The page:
Quayle gave another of his weary sighs.

  “His mother left him a small annuity, and I believe that a little money trickles in from investments. Were he wiser, and less profligate, he could probably live comfortably on what he has—well, comfortably for one such as myself, and most certainly for one such as you. But he has a fondness for wagers, and one could probably clothe an entire village with the suits in his wardrobe. If he were to get his hands on his uncle’s money, it would inevitably slip through his fingers like sand, and he would find himself in a similar situation to the one he is in now, albeit with a few more suits to his name.”

  “Do you suspect him of doing away with the old man, and covering his tracks by coming to you?”

  “You are very blunt, Mr. Soter.”

  “I say what others think, especially in the confines of a Chancery chamber.”

  Quayle, who couldn’t hold a shiny new guinea in his hand without seeking the tarnish upon it, or look upon a beautiful woman without picturing the hag that she would become, acknowledged the truth of what I had said with a gentle inclination of his head.

  “In answer to your question, no, I don’t believe that Forbes has done his uncle some injury. He’s not the kind, and had he commissioned someone to act on his behalf, then I would know about it. But there is a mystery here: Lionel Maulding is among the most private of men and begrudges any time spent away from his home. He comes to London to discuss business once a year, and even that is a great chore for him. I make sure that there are adequate funds in his accounts to meet his needs, and I look after his investments in order that this may continue to be the case.”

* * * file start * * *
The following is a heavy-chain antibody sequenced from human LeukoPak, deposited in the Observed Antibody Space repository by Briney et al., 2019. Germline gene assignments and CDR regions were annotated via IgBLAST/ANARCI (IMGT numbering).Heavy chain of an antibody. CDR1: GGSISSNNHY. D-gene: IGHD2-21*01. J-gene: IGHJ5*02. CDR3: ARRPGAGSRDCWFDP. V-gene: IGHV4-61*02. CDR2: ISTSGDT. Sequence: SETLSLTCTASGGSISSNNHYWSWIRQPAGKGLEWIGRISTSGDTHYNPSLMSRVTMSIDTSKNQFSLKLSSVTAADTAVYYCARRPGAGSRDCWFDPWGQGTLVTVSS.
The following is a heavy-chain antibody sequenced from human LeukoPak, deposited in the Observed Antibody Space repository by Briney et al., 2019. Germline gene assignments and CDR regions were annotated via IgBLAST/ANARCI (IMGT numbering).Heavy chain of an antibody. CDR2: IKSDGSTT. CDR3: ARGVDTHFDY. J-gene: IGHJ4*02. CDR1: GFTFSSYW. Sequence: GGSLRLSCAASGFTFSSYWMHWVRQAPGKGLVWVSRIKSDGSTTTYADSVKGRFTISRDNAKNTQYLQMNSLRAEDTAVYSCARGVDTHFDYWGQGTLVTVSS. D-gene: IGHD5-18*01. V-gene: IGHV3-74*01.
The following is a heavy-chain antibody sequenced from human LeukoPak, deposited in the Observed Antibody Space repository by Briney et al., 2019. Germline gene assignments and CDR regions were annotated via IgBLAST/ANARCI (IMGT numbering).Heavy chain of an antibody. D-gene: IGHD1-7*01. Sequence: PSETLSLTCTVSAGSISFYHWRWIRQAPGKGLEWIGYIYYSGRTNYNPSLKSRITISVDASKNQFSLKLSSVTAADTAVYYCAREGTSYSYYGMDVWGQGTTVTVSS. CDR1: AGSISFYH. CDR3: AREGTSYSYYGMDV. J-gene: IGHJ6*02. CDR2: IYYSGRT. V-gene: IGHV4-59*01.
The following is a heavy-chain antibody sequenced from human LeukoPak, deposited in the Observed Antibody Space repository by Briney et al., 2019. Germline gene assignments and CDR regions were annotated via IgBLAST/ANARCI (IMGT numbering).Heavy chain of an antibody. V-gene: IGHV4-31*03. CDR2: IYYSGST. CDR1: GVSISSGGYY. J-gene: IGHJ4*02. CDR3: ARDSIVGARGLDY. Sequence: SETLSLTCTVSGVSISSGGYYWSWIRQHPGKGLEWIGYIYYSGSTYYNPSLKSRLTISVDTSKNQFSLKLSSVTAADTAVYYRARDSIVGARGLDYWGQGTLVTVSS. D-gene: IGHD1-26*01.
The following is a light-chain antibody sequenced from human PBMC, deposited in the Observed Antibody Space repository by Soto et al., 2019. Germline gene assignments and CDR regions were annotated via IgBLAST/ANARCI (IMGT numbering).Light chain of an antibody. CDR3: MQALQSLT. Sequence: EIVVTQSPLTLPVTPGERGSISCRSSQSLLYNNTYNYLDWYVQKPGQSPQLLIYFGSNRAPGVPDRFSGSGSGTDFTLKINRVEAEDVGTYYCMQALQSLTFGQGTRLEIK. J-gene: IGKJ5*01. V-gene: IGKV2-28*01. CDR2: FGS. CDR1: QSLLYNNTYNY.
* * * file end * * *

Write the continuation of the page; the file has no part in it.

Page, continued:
Look after them, I thought, and charge a fat fee and a fine commission in the process. Now we came to it. If Maulding were dead, then his nephew would be on that money as soon as the corpse was identified. It would vanish in fineries and fripperies, and Quayle’s income would be diminished accordingly. Quayle didn’t look like he spent much, but he was fond of coin, and didn’t relish the thought of anyone reducing the flow of it into his purse.

  “What do you want me to do?” I asked.

  Quayle slid a manila folder across his desk.

  “Find him. All the information that you’ll need is here, along with a photograph of Maulding. I’ll pay your usual fee plus any expenses, and there’ll be a bonus in it if you can close this business quickly. Fawnsley will advance you a week’s pay and some money for your pocket. Naturally, you’ll provide receipts.”

  “Naturally.”

  “There’s an inn at Maidensmere, which is the nearest village to Maulding’s place, although I hear that his house has enough rooms to accommodate a battalion. If you choose to stay there, the housekeeper will make up a bed for you. She doesn’t live in the house, but arrives first thing in the morning and departs after dinner, or she did while Maulding was still in residence. It was she who raised the alarm. She’ll look after you, and it might save us a shilling or two if you stayed elsewhere than at the inn. Look through Maulding’s papers. Find out if there are any unusual patterns of expenditure. Examine his correspondence. I trust you. I know that you’ll keep your mouth shut, unless someone raises the issue of errant lieutenant generals.”

  I stood.

  “And what if I discover that something has happened to him after all?” I asked. “What if he’s dead?”

  “Then find a resurrectionist,” said Quayle, “because I want Lionel Maulding brought back alive.”

  II